Like any CVB, membership-funded bureaus will only send leads to the members that meet a planner’s criteria. CVBs are evaluated by their stakeholders on a range of return on investment (ROI) metrics, including confirmed meetings -- not on how many different properties or vendors receive leads. Therefore, “membership bureaus are not obligated to send your request for proposal (RFP) to every single member,” says Amy Long, vice president of marketing and membership for the Colorado Springs Convention and Visitors Bureau. “We definitely don’t send RFPs to every member, as that would be a waste of their time and a waste of the planner’s time,” says Long. The philosophy? Quality trumps quantity every time.
But are CVBs with membership communities biased toward their members over non-members? “Of course we’re going to be a little biased, since our members invest in our overall mission,” says Nikki Moon, vice president of sales for the New Orleans Convention & Visitors Bureau. She notes that CVB members are typically the businesses that are vested in the meetings market; they tend to be a cohesive, interconnected community focused on serving their destination’s customers. “Whether it’s a restaurant, a hotel or a DMC, 90 percent of the time the members who support us are normally the ones the customer would want to work with anyway, as they are the primary, best-known, best service providers in the city. So are we biased? Yes, but rightfully so!”
However, “if we get a question about a company that’s not a member, we’d give the planner as much info as we have but also provide information about a member company,” says Moon. “We certainly wouldn’t hold back any information from a client asking about a non-member company, we’d just encourage them to go with a company that supports our industry and is going to be a lot more knowledgeable because they are engaged and involved in making the destination meeting-friendly.”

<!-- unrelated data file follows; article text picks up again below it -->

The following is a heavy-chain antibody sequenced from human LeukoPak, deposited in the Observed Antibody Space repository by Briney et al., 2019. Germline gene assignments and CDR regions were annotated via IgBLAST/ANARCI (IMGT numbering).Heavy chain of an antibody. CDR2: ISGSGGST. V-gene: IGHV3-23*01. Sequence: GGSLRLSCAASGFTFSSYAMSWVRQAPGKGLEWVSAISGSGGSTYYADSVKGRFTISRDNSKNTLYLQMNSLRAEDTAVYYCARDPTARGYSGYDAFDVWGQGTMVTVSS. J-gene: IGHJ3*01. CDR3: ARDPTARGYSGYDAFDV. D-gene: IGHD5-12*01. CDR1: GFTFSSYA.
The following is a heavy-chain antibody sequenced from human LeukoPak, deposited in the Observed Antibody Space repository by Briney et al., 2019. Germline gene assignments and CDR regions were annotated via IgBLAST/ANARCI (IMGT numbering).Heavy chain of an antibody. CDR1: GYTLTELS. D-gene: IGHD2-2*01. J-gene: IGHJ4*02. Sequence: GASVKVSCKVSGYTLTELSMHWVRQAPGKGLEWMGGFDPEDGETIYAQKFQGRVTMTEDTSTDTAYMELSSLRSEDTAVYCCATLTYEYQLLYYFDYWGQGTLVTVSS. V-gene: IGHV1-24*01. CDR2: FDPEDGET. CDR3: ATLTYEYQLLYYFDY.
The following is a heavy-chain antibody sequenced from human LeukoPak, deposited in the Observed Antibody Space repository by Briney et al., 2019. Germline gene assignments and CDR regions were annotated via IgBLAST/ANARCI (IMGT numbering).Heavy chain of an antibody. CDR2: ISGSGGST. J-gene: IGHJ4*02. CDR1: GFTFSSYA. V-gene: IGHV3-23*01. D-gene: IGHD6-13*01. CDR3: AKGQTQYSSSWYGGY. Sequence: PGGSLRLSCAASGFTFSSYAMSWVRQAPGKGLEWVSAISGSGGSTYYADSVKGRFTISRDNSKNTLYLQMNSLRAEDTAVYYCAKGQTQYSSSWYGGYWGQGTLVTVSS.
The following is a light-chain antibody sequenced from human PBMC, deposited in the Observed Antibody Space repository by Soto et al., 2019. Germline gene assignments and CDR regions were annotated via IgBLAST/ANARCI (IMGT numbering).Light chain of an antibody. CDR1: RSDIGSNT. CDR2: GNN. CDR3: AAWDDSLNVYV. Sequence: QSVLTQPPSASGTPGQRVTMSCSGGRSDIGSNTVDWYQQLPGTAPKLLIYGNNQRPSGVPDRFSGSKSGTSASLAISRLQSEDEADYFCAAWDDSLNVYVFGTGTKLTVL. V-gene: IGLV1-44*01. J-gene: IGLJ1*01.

Non-member bureaus are totally funded by their local governments, much like the fire department, police department, and education. But unlike those non-revenue producing departments, the local government’s investment in the CVB is offset by the revenue the CVB generates and which help to underwrite the cost of the community’s firemen, police, and teachers.
Although the non-member bureau represents all businesses equally within their destination, they are not required to distribute your lead or RFP to all parties. Like all CVBs, their first step in building trust with the meeting planner is to jointly determine which hotels, facilities, attractions, and activities are the best fit for the program, then conserve everyone’s time and energy by reaching out only to those suppliers.
“Planners mainly should be assured that regardless of the model of the CVB, their RFPs will get to the right properties, they’ll get proposals back from properties that meet their most basic and important requirements,” emphasizes Long.
It’s All about You
Whether the CVB is membership-based or non-member, the number one priority is always serving the meeting planner. Jim Morgan, president of Let’s Meet, Inc., makes it simple. “I have used CVB staff for over 30 years. This has always been a primary go-to resource for me. All CVB’s are in the business of helping to bring business to their city.”
In the words of Destination Marketing Association International, the association for CVBs, We are the visitor’s and meeting professional’s trusted partner—the heart, soul and energy of our destinations. We drive economic success and enhance the quality of life in our communities.
Mystery solved! We hope you feel confident in reaching out to your destination expert as your first contact. . . and that we have your best interest at heart.